There is no registration fee for the ABA Midyear Meeting, but you must register to attend programs. Click here to register.
To be sure there are enough handouts (they often run out), please also RSVP to Annette Colman at email@example.com
If you're a law professor, lawyer, or law student in the Miami area, you should plan to attend this program as well as other events during the ABA Midyear Meeting. Click here to see the 15-page calendar of events being held during the ABA Midyear Meeting.
The American Constitution Society for Law and Policy has announced the judging panel for the 10th Annual Richard D. Cudahy Writing Competition on Regulatory and Administrative Law, honoring the late Judge Cudahy's contribution to the field.
- The Honorable Alok Ahuja, Missouri Court of Appeals, Western District
- Jack M. Beermann, Professor of Law, Boston University School of Law
- Jeffrey P. Kehne, former Principal, Hill & Kehne LLP
- The Honorable Paul Oetken, United States District Court for the Southern District of New York
- Amy Widman, Associate Professor of Law, Northern Illinois University College of Law
- Allison M. Zieve, Director, Public Citizen Litigation Group
The competition is open to practicing lawyers, policymakers, academics, and law students. A winner will be selected in both the lawyer and student categories. Each winning author will receive a cash prize of $1,500, as well as special recognition at the 2017 ACS National Convention.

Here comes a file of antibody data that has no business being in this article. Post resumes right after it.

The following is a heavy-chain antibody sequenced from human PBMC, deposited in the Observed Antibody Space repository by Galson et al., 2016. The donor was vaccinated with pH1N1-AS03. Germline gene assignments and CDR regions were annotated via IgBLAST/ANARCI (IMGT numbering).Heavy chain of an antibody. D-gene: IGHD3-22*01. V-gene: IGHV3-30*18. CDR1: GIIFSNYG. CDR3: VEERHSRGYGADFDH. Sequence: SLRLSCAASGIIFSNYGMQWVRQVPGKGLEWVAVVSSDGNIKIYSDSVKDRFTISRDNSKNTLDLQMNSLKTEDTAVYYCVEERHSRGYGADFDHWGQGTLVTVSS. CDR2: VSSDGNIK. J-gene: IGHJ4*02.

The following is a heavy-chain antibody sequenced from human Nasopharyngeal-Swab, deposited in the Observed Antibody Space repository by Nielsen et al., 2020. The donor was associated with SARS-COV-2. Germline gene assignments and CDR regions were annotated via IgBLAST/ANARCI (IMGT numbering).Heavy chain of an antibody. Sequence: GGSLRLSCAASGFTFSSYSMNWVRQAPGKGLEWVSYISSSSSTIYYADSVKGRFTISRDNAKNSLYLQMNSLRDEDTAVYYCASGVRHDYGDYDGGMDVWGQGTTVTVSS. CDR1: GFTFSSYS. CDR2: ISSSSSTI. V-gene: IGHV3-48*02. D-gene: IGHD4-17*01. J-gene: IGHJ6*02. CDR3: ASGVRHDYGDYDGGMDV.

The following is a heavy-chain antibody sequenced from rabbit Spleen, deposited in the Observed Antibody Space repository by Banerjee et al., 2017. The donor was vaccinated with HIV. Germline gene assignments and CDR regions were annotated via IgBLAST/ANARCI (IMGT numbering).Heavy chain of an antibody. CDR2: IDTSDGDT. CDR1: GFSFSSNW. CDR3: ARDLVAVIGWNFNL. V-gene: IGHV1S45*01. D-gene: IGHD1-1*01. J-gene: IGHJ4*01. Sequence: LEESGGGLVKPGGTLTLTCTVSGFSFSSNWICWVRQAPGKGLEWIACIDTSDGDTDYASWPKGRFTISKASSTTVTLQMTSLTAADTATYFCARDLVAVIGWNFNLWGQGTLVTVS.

The submission deadline is February 5, 2017.
Tuesday, January 10, 2017
If you haven't visited the website for the Social Science Research Network ("SSRN") recently, you're in for some pleasant surprises. The new home page is more engaging and there's improvements in the full text searching. A new design for authors' pages is also in the works.
SSRN's eLibrary provides 710,460 research papers from 327,700 researchers across 24 disciplines, including law. SSRN provides materials that simply are not available anywhere else. Many of these materials are in the form of draft articles that have not yet been published. The original idea behind SSRN was to provide a platform for scholars to be able to share preliminary research and draft articles with other scholars, who could access the materials posted and communicate directly with the author.
If you're a litigator, a search of SSRN should be an essential step before deposing any expert. Search the topic of your legal issue as well as the names of your expert witnesses, opposing counsel, and parties. You may be surprised at what you can find on SSRN with a simple search.
Monday, January 9, 2017